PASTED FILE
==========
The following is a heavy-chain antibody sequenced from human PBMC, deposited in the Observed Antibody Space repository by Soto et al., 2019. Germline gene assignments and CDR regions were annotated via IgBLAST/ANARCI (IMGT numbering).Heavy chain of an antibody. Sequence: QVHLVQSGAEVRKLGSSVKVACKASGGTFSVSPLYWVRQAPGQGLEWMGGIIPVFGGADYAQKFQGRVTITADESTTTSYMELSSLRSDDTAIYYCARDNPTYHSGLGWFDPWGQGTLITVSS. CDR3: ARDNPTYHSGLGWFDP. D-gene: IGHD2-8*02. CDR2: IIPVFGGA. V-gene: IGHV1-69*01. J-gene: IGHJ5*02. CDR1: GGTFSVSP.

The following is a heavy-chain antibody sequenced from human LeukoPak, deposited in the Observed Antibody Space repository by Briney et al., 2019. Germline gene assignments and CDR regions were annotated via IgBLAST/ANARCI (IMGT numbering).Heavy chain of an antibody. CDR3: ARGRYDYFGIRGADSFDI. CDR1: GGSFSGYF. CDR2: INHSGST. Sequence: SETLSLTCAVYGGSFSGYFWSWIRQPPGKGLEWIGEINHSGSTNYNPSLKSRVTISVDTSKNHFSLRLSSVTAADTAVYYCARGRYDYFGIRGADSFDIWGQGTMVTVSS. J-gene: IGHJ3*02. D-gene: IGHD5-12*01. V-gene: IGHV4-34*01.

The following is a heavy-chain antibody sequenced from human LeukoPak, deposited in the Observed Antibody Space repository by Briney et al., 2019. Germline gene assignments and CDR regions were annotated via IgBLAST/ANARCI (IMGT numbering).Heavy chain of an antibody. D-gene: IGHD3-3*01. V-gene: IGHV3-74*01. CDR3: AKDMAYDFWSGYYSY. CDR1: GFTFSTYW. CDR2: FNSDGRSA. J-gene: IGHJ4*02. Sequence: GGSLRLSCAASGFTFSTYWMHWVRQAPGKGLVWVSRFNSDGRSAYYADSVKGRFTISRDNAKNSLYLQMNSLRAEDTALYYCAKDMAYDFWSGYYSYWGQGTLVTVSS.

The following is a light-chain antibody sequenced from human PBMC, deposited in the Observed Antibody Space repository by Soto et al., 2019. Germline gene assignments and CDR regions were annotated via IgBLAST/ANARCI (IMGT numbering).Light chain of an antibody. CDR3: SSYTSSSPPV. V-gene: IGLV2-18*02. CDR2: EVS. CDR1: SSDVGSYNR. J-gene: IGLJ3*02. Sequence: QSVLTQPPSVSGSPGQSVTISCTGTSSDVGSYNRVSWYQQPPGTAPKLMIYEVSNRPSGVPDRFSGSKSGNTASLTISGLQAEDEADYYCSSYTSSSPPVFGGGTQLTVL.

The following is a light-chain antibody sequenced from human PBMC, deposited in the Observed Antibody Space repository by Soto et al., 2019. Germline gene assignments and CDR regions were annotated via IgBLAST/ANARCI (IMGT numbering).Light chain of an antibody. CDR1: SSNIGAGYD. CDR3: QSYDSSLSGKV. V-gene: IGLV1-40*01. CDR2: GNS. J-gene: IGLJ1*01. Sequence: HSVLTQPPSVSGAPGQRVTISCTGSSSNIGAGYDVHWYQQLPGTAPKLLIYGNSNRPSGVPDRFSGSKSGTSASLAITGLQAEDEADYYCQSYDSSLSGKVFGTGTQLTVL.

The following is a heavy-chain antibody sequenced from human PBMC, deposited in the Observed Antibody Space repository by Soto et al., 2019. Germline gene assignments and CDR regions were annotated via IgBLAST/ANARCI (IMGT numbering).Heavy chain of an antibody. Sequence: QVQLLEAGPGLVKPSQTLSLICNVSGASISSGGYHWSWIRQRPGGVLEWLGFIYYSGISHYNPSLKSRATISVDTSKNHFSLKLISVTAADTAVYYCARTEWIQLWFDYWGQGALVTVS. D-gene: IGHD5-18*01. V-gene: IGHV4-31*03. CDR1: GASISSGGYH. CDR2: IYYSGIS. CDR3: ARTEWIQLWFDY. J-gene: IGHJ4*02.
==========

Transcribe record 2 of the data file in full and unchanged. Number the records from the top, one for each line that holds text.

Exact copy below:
The following is a heavy-chain antibody sequenced from human LeukoPak, deposited in the Observed Antibody Space repository by Briney et al., 2019. Germline gene assignments and CDR regions were annotated via IgBLAST/ANARCI (IMGT numbering).Heavy chain of an antibody. CDR3: ARGRYDYFGIRGADSFDI. CDR1: GGSFSGYF. CDR2: INHSGST. Sequence: SETLSLTCAVYGGSFSGYFWSWIRQPPGKGLEWIGEINHSGSTNYNPSLKSRVTISVDTSKNHFSLRLSSVTAADTAVYYCARGRYDYFGIRGADSFDIWGQGTMVTVSS. J-gene: IGHJ3*02. D-gene: IGHD5-12*01. V-gene: IGHV4-34*01.